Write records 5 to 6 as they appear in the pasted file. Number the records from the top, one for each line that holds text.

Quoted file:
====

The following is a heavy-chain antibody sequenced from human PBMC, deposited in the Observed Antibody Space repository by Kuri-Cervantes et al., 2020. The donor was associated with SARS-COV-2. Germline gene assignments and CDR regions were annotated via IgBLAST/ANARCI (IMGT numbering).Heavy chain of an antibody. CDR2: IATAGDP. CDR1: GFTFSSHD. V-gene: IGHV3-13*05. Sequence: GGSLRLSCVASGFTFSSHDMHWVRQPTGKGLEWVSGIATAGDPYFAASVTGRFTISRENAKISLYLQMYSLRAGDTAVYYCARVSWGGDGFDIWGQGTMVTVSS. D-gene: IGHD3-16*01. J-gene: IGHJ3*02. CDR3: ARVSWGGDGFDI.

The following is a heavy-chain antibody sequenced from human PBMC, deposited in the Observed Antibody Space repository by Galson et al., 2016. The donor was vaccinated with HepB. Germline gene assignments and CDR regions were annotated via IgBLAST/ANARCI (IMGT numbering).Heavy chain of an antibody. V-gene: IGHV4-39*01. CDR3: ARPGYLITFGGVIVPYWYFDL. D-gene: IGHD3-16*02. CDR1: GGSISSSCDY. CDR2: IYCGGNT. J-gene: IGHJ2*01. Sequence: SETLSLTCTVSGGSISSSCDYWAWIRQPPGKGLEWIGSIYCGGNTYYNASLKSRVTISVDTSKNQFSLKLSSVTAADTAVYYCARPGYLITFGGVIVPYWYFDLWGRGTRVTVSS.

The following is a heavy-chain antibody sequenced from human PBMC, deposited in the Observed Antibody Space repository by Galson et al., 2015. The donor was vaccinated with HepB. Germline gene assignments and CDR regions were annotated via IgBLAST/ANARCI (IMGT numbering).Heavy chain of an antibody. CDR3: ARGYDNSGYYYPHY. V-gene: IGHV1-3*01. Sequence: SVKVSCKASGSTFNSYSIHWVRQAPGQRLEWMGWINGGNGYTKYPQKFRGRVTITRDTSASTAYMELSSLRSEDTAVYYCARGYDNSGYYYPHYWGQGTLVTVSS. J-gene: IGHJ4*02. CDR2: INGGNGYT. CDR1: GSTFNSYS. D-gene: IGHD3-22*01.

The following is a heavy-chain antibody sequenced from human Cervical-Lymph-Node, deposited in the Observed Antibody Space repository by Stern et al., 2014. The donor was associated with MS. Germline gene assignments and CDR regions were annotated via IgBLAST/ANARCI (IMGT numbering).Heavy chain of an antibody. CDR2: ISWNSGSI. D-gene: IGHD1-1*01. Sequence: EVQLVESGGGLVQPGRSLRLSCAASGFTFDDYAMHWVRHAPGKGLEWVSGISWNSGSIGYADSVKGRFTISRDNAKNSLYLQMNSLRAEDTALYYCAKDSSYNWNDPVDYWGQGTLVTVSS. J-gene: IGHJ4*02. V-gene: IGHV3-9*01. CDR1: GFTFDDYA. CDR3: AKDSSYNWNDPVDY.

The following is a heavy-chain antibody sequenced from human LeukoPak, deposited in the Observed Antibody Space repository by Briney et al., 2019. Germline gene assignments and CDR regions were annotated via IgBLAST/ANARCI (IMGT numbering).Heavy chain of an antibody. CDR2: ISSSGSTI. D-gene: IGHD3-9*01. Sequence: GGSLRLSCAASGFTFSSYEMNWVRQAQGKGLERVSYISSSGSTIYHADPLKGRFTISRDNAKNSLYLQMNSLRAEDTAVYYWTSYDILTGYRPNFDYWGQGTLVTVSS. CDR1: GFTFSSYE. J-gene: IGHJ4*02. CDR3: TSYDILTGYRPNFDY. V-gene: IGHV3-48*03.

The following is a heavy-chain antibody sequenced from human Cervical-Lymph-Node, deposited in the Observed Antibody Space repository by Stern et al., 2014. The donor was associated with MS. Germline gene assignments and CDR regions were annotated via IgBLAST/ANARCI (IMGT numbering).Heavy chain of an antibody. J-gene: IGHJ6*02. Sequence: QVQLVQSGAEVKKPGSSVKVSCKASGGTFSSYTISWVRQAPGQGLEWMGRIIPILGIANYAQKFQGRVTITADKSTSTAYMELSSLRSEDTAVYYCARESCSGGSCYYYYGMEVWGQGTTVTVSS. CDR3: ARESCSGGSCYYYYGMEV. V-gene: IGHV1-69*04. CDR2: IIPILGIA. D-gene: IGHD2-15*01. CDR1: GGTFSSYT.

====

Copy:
The following is a heavy-chain antibody sequenced from human LeukoPak, deposited in the Observed Antibody Space repository by Briney et al., 2019. Germline gene assignments and CDR regions were annotated via IgBLAST/ANARCI (IMGT numbering).Heavy chain of an antibody. CDR2: ISSSGSTI. D-gene: IGHD3-9*01. Sequence: GGSLRLSCAASGFTFSSYEMNWVRQAQGKGLERVSYISSSGSTIYHADPLKGRFTISRDNAKNSLYLQMNSLRAEDTAVYYWTSYDILTGYRPNFDYWGQGTLVTVSS. CDR1: GFTFSSYE. J-gene: IGHJ4*02. CDR3: TSYDILTGYRPNFDY. V-gene: IGHV3-48*03.

The following is a heavy-chain antibody sequenced from human Cervical-Lymph-Node, deposited in the Observed Antibody Space repository by Stern et al., 2014. The donor was associated with MS. Germline gene assignments and CDR regions were annotated via IgBLAST/ANARCI (IMGT numbering).Heavy chain of an antibody. J-gene: IGHJ6*02. Sequence: QVQLVQSGAEVKKPGSSVKVSCKASGGTFSSYTISWVRQAPGQGLEWMGRIIPILGIANYAQKFQGRVTITADKSTSTAYMELSSLRSEDTAVYYCARESCSGGSCYYYYGMEVWGQGTTVTVSS. CDR3: ARESCSGGSCYYYYGMEV. V-gene: IGHV1-69*04. CDR2: IIPILGIA. D-gene: IGHD2-15*01. CDR1: GGTFSSYT.